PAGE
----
One of the principles behind the Manifesto for Agile Software Development is Simplicity:
Simplicity--the art of maximizing the amount of work not done--is essentialIn other words, keep it simple unless there's a current requirement to make it more complex. Don't try to design for some possible future requirement, design for what you know today...for what features are in the current iteration or release.
I've had architects that have struggled with this idea. They would argue that you need to come up with a comprehensive design up front. However, if the requirements aren't known completely (and when are they at the start of a project?) doing a full design will be challenging. I've seen organizations get caught up in analysis paralysis and have trouble getting anything built.
The key is to plan to the appropriate level of detail. At the beginning of a project there are a lot of unknowns, so a detailed design isn't practical. Focus on a design to get you through the first iteration, or maybe the first few iterations that make up a release. Know when you need to refactor.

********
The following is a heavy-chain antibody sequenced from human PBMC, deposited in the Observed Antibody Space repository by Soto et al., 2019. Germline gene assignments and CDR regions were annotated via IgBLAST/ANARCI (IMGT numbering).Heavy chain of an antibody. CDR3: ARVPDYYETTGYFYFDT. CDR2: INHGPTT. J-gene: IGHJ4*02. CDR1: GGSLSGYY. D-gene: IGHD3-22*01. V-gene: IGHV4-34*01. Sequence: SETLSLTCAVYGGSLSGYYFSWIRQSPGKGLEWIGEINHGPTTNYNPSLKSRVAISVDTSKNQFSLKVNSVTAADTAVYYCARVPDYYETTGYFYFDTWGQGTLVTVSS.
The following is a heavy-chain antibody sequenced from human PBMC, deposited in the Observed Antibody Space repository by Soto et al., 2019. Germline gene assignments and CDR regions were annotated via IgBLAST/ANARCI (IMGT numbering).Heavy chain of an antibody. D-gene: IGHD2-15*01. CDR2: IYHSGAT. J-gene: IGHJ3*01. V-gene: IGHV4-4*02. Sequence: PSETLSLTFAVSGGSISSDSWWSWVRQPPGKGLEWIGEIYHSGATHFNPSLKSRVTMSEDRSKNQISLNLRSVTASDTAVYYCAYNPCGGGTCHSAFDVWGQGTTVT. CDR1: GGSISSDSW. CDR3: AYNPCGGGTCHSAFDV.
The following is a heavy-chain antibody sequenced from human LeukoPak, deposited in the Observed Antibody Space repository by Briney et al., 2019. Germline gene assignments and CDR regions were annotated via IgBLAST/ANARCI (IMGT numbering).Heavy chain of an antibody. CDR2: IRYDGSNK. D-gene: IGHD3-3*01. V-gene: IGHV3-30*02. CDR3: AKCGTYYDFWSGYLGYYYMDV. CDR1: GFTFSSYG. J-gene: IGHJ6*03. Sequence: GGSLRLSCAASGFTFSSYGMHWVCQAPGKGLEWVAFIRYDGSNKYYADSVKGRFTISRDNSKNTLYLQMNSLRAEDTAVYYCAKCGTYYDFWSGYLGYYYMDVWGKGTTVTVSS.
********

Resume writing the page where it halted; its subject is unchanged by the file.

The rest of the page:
What can change to require code to need refactoring. I can think of a couple situations;
- Change in requirements - Everything changes. As business needs change and evolve, the programs to support that business need to change as well.
- Change in technology - What technology are you using today that you weren't a year or two ago? Look at how popular devices like tables and smart phones have changed the the way people work and interact.
So what does this mean? The need for refactoring will always be there. I often advice clients that it's better to get a first release of an application to production as quick as possible, even if it's not perfect. You will start receiving some business benefits and it will give you better ideas on how to improve it.